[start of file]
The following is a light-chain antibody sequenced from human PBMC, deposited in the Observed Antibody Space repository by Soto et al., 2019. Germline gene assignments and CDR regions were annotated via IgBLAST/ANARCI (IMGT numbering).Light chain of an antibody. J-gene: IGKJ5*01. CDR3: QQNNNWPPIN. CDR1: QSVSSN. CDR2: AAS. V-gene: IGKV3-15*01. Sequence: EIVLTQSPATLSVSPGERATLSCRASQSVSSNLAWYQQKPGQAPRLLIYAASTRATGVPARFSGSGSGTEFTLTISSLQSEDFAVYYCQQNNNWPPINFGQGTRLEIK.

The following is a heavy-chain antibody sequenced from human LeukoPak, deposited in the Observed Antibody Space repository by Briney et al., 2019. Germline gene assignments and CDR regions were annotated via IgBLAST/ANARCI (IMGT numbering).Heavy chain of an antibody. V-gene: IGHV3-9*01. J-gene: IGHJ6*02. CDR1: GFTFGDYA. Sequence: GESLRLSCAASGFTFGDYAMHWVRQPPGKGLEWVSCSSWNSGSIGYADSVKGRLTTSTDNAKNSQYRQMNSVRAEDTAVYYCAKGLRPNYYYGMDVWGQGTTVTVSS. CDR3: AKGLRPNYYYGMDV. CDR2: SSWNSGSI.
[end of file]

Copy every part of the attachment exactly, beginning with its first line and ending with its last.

The following is a light-chain antibody sequenced from human PBMC, deposited in the Observed Antibody Space repository by Soto et al., 2019. Germline gene assignments and CDR regions were annotated via IgBLAST/ANARCI (IMGT numbering).Light chain of an antibody. J-gene: IGKJ5*01. CDR3: QQNNNWPPIN. CDR1: QSVSSN. CDR2: AAS. V-gene: IGKV3-15*01. Sequence: EIVLTQSPATLSVSPGERATLSCRASQSVSSNLAWYQQKPGQAPRLLIYAASTRATGVPARFSGSGSGTEFTLTISSLQSEDFAVYYCQQNNNWPPINFGQGTRLEIK.

The following is a heavy-chain antibody sequenced from human LeukoPak, deposited in the Observed Antibody Space repository by Briney et al., 2019. Germline gene assignments and CDR regions were annotated via IgBLAST/ANARCI (IMGT numbering).Heavy chain of an antibody. V-gene: IGHV3-9*01. J-gene: IGHJ6*02. CDR1: GFTFGDYA. Sequence: GESLRLSCAASGFTFGDYAMHWVRQPPGKGLEWVSCSSWNSGSIGYADSVKGRLTTSTDNAKNSQYRQMNSVRAEDTAVYYCAKGLRPNYYYGMDVWGQGTTVTVSS. CDR3: AKGLRPNYYYGMDV. CDR2: SSWNSGSI.